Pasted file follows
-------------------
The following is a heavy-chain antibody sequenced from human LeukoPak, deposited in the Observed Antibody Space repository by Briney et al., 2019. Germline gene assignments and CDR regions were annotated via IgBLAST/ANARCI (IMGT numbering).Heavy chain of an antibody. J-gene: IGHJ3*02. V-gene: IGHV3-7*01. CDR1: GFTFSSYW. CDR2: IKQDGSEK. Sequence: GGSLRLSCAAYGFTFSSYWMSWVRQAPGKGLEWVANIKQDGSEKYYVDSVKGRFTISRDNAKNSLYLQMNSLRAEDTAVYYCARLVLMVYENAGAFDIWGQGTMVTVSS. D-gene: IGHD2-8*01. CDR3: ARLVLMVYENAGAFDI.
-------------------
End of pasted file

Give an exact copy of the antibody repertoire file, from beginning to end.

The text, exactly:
The following is a heavy-chain antibody sequenced from human LeukoPak, deposited in the Observed Antibody Space repository by Briney et al., 2019. Germline gene assignments and CDR regions were annotated via IgBLAST/ANARCI (IMGT numbering).Heavy chain of an antibody. J-gene: IGHJ3*02. V-gene: IGHV3-7*01. CDR1: GFTFSSYW. CDR2: IKQDGSEK. Sequence: GGSLRLSCAAYGFTFSSYWMSWVRQAPGKGLEWVANIKQDGSEKYYVDSVKGRFTISRDNAKNSLYLQMNSLRAEDTAVYYCARLVLMVYENAGAFDIWGQGTMVTVSS. D-gene: IGHD2-8*01. CDR3: ARLVLMVYENAGAFDI.